R forRubber

R forRubber

Hevea brasiliensis is the rubber tree that provides the extraordinary white-coloured material, similar to milk, that has been central to Pirelli’s operations over the years. The extreme flexibility and malleability of this latex have provided the company with the scope to create a multitude of products that have made Pirelli what it is today. In return for this precious natural commodity, Pirelli has created a Sustainable Natural Rubber Policy to preserve forests and biodiversity, and to allow long-lasting development for local communities and economies.

Into the forest

An interview with BirdLife's Patricia Zurita, the first woman from a developing country (Ecuador) to become CEO of an international conservation organisation

«As the CEO of BirdLife, it is incredibly gratifying to me and our global family to receive the support and engagement of terrific companies like Pirelli and the BMW Group. This partnership program will improve community livelihoods and their environments, and serve as a pilot that can be scaled up elsewhere around the planet», she told us.

Can you tell us a little about BirdLife and the community around this project?
«BirdLife is actually the world's oldest, and largest, nature conservation organisation – we'll celebrate our 100th anniversary in 2022. BirdLife International and the Global Platform for Sustainable Natural Rubber have a new plan to safeguard the Indonesian forest of Hutan Harapan, created to protect the ecosystem, the animals and the people who live in that environment. One of our unique attributes is that although we're global, we're truly rooted in over 117 countries and their local communities around the earth. And one of the really exciting elements present in BirdLife is how global partners team up to work on a given conservation project».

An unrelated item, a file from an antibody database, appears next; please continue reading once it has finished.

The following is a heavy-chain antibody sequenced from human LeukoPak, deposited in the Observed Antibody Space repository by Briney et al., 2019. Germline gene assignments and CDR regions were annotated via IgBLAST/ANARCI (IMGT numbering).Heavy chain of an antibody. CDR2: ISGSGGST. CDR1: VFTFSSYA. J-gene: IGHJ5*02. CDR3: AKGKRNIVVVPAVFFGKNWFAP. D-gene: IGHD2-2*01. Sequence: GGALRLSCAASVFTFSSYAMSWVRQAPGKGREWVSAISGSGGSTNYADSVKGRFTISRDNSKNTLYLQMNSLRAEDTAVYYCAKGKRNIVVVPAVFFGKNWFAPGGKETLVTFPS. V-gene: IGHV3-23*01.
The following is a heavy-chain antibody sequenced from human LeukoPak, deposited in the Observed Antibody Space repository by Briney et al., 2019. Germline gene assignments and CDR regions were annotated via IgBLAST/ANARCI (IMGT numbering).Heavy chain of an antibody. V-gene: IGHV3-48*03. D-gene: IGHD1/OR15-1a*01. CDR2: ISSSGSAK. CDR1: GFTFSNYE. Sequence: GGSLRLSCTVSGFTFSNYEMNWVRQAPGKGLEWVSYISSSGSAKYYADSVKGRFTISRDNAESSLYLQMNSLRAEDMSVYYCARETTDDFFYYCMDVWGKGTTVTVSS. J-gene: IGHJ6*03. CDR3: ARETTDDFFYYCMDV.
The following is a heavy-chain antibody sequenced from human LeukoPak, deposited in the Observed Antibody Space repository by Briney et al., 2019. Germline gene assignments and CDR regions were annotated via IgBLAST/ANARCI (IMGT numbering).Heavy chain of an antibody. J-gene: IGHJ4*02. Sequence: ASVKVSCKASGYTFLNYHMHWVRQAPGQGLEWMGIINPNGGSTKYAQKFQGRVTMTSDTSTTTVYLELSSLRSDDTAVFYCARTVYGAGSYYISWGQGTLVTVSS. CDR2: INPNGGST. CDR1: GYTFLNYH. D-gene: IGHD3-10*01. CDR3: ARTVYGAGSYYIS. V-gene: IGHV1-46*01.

A sustainable use of natural rubber helps to preserve the planet, but also the life of indigenous peoples. How?
«Like so much of our planet, the lowland tropical forests of Hutan Harapan are under human-induced pressure resulting in deforestation and land degradation. This poses serious threats to the sustainable livelihoods and future of the 10,000 people living in and around Hutan Harapan. By ensuring that the rights and responsibilities of the local communities are identified, we can then support them in establishing guidelines for the sustainable use of their natural resources. The cultivation of jungle rubber is an age-old practice in Hutan Harapan. However, to make the rubber plantation economically viable while retaining its ecological integrity, there is a need to develop the capacities of rubber farmers in the area to benefit from plantation management that includes integrated soil and fertility management and utilisation of best harvesting practices».

How do conservation projects help women's empowerment?
«Increasing indigenous women's capacity in decision-making and political participation will ensure that adequate numbers of indigenous women are placed in positions of leadership. To strengthen biodiversity protection in Hutan Harapan, community groups, women in particular, will be trained in biodiversity conservation in this project. Women need to be equally and actively involved in processes to conserve and sustainably use biodiversity because they play critical roles as primary land managers and resource users, and biodiversity loss poses a disproportionate burden for women and girls».

How are birds an indicator of the health of such a special place?
«Birds are especially effective indicators for how ecosystems are doing. They are present everywhere, well-observed and studied, and are very sensitive to changes in the environment, whether that be climate change, land-use change or overall biodiversity loss. Our partners track the data on this, then together we analyse it and can feed back what we've learned to local and national governments, academics and other scientists and international bodies. Developing a project like this in the Hutan Harapan for sustainable rubber cultivation always starts with a foundation of science so that the solutions designed are credible and truly benefit the species and communities concerned. No conservation that is attempted without the input, data and feedback from the folks living locally can expect to succeed».

Language needs clarity and the Pirelli slogan is a perfect example Language needs clarity and the Pirelli slogan is a perfect example